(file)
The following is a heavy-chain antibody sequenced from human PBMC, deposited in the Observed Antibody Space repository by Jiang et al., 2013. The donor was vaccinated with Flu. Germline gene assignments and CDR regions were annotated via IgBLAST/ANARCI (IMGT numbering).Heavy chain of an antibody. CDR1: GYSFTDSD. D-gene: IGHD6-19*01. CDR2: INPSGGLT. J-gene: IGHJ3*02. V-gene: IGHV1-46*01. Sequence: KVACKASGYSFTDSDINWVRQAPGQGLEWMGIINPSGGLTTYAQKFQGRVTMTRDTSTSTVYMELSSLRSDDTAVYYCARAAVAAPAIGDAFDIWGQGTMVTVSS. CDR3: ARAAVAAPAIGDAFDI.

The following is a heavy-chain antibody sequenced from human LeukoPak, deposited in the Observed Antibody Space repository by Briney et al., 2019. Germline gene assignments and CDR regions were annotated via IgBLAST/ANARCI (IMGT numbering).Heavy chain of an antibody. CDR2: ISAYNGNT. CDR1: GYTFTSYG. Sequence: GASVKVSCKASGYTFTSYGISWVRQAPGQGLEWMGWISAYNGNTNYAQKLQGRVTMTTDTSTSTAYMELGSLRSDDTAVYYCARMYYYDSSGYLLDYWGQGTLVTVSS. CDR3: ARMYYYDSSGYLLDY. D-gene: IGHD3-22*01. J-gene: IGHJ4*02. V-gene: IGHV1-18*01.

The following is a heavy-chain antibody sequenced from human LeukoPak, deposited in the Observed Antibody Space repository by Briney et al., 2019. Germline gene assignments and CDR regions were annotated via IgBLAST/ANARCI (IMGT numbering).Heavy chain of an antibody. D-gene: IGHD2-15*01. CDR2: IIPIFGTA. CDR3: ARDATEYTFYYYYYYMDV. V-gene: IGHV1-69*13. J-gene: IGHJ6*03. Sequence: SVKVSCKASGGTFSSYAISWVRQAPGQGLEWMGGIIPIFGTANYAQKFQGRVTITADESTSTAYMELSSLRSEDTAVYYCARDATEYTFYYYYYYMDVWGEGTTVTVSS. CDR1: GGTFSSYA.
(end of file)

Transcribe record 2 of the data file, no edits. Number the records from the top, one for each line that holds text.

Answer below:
The following is a heavy-chain antibody sequenced from human LeukoPak, deposited in the Observed Antibody Space repository by Briney et al., 2019. Germline gene assignments and CDR regions were annotated via IgBLAST/ANARCI (IMGT numbering).Heavy chain of an antibody. CDR2: ISAYNGNT. CDR1: GYTFTSYG. Sequence: GASVKVSCKASGYTFTSYGISWVRQAPGQGLEWMGWISAYNGNTNYAQKLQGRVTMTTDTSTSTAYMELGSLRSDDTAVYYCARMYYYDSSGYLLDYWGQGTLVTVSS. CDR3: ARMYYYDSSGYLLDY. D-gene: IGHD3-22*01. J-gene: IGHJ4*02. V-gene: IGHV1-18*01.